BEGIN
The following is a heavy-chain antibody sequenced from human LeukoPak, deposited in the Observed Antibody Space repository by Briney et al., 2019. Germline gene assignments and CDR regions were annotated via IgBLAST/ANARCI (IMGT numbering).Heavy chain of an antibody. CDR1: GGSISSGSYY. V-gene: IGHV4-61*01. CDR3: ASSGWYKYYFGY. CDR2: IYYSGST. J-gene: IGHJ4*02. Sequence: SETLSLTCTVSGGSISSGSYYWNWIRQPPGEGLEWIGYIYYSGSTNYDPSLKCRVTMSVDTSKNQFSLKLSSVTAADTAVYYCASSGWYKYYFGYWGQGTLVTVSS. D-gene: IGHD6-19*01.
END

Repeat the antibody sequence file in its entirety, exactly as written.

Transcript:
The following is a heavy-chain antibody sequenced from human LeukoPak, deposited in the Observed Antibody Space repository by Briney et al., 2019. Germline gene assignments and CDR regions were annotated via IgBLAST/ANARCI (IMGT numbering).Heavy chain of an antibody. CDR1: GGSISSGSYY. V-gene: IGHV4-61*01. CDR3: ASSGWYKYYFGY. CDR2: IYYSGST. J-gene: IGHJ4*02. Sequence: SETLSLTCTVSGGSISSGSYYWNWIRQPPGEGLEWIGYIYYSGSTNYDPSLKCRVTMSVDTSKNQFSLKLSSVTAADTAVYYCASSGWYKYYFGYWGQGTLVTVSS. D-gene: IGHD6-19*01.